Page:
Breaking the Stigma Surrounding Childfree Adults

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I should start this post by saying that I am only speaking for myself, and I am only speaking for who I am and what I feel RIGHT NOW. I try not to make any sweeping decisions for my future since you never know what will happen or what will change. I routinely look back on my life a year later, or 3 years later, or 8 years later and think “holy crap, I was a totally different person then”. I’m well aware that I could wake up in a month or a year or 10 years and realize that a child would make me feel happy and fulfilled. But right now, I don’t feel that way.

I’ve been with my husband, Nate, for 9 years now. We started dating when I was 18. Math spoiler alert: that makes me 27 now. I remember when we were merely a year or so into dating people were already asking when we were going to get married. When we got to the 2-3 year mark of dating, people were insistent upon it… and by the time we got engaged around 4 years in, the baby questions started. We got engaged in January and planned our wedding for September, and shortly after we announced our plans to get married the rumors that I was pregnant and that’s why we were rushing things immediately started. The reality? We just personally didn’t see the point in waiting a year and a half to get married. We knew we didn’t have much money to spend, we knew where we were celebrating, and we just wanted to have the party already. But I was surprised at how many people assumed that we were in a rush to “make things official” just because they thought I would somehow care about having a baby out of wedlock (I can’t think of many things I care less about, actually… anyone who thinks I’m that old-fashioned clearly doesn’t know me at all).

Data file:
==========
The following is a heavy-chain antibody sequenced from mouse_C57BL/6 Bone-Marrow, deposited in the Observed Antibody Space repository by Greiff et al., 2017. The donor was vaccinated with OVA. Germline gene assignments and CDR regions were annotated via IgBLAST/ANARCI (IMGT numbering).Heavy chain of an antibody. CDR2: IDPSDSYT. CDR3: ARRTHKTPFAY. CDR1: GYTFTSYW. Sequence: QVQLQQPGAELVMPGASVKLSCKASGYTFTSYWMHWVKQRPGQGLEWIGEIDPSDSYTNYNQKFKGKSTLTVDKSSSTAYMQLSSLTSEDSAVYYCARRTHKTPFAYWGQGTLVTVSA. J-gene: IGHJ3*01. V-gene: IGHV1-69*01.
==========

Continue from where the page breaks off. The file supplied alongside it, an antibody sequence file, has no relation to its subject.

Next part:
Ultimately it is really shocking to me how invested other people — friends, family members, acquaintances, and people who are basically strangers — will get in your life. Society as a whole puts so much pressure on following these pre-planned steps for life, especially if you’re a woman. It’s expected that you’re dreaming of your wedding day from the time that you’re a little girl — thinking about what kind of frilly dress you’ll wear, how big and sparkly of a ring you’ll get, and of course, about your “dream man” (the heteronormative assumption that a little girl will dream of a man is a topic for another day). Once you finish high school there’s this rush to find a nice guy. Once you find a guy there’s a rush to hurry up and get married. And the second you’re married, people are asking “so when are you going to have a baby?”. It’s truly a shame that people aren’t more encouraged to follow whatever path makes them the happiest, whether that’s the path of marriage and babies or something completely different.

For me, I’ve always had a difficult time envisioning myself as a mother. It’s just not something I’ve dreamed about or yearned for. I can imagine having children with Nate and in many ways I think we’d both make great parents. But it’s just not something I want for myself right now, or for the foreseeable future.

At this point we’ve been together for 9 years and married for 5. We got lots of baby questions surrounding the engagement, and another big surge right around the wedding. We got lots more in the year or so after we got married and then they’ve mostly tapered off. Honestly, I think some people have given up. We’re lucky that — being 27 and 30 — we don’t have a TON of friends or people in our group who have kids. My brother is in a longterm relationship but childfree at this point, and same with my sister-in-law. We have a small handful of good friends who have children but that’s it. Most of our group of closer friends and family around our age are a mix of single or in longterm relationships but no kids yet. It means we don’t get as many odd questions or comments as we might if we were surrounded by children. But I’ve gotten some fun ones over the years: